Wanna get the attention of City Hall? Boston and New York residents with iPhones may soon have a way to do that without traveling downtown, standing in line, or navigating a telephone queue thanks to new smartphone applications that allow them to access city services on the fly.
Many third-party applications already provide access to a vast array of information about transit schedules and similar city services. But the new applications appear to go a step further, allowing users to snap pictures tagged with GPS coordinates to alert city officials to problems that require attention. Boston’s app, it is said, will assign each submission a tracking number that allows the user to follow actions in response to their request.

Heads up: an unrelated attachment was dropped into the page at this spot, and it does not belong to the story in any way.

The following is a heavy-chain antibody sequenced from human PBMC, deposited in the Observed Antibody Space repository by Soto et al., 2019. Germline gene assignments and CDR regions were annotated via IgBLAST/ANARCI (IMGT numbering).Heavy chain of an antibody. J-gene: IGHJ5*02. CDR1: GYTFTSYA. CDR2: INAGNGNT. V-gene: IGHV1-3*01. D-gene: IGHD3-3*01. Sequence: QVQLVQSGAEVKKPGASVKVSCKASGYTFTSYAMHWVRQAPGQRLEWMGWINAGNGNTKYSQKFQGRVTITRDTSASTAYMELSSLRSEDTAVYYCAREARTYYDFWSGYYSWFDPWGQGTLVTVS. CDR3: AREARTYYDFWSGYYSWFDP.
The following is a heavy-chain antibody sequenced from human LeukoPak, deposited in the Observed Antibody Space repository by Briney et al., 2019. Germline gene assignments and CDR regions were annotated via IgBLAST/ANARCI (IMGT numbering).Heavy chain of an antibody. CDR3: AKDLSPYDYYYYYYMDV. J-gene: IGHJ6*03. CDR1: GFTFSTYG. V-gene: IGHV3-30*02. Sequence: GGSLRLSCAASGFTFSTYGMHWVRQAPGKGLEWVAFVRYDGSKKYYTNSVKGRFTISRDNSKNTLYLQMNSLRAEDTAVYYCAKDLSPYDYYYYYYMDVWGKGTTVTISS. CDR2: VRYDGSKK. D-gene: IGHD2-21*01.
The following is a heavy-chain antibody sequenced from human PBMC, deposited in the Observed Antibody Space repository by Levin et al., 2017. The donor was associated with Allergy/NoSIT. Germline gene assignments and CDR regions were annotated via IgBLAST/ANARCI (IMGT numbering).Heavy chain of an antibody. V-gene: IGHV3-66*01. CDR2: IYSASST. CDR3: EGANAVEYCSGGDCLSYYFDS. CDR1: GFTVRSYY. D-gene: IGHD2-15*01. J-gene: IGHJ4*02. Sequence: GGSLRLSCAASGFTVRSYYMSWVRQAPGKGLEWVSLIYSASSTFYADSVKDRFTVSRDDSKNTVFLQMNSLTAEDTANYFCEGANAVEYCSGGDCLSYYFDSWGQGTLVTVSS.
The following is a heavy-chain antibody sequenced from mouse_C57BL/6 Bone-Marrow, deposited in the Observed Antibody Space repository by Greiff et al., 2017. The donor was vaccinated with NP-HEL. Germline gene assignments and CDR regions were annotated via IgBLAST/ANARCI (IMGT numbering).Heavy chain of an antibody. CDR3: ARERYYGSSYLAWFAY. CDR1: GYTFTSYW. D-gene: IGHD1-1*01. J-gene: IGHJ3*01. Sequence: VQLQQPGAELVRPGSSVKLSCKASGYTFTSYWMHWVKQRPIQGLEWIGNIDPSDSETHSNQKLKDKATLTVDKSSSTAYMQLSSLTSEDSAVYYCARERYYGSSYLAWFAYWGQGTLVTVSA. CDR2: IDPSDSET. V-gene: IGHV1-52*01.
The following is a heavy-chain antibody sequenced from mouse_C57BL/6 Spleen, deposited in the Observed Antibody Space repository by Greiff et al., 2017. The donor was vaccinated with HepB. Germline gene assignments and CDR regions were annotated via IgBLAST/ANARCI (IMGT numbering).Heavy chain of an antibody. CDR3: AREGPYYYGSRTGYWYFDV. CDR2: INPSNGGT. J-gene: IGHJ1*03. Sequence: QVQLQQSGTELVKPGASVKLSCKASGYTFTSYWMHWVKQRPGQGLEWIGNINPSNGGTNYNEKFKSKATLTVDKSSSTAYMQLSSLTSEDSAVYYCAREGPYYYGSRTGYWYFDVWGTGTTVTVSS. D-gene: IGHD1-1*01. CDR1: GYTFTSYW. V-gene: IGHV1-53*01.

Harnessing the power of social networks and new technology has proven a costly and daunting task for city officials. Although many jurisdictions have established websites or made an appearance on Faceboook or Twitter, few have figured out how to actively engage citizens in the process of community governance. Providing people with a new way to lodge complaints will not necessarily improve the quality of those services.
New technology and social media raise familiar questions for city officials: How can we use these tools to do things better and cheaper? If the experience of social entrepreneurs and non-profits are anything to go by, the possibilities are indeed interesting. The best of the applications developed by these organizations provide new ways for people to identify with or form communities of interest with people they might not otherwise come into contact with. Finding ways to mobilize these interest groups for the common good should be a primary focus of local government social networking strategies.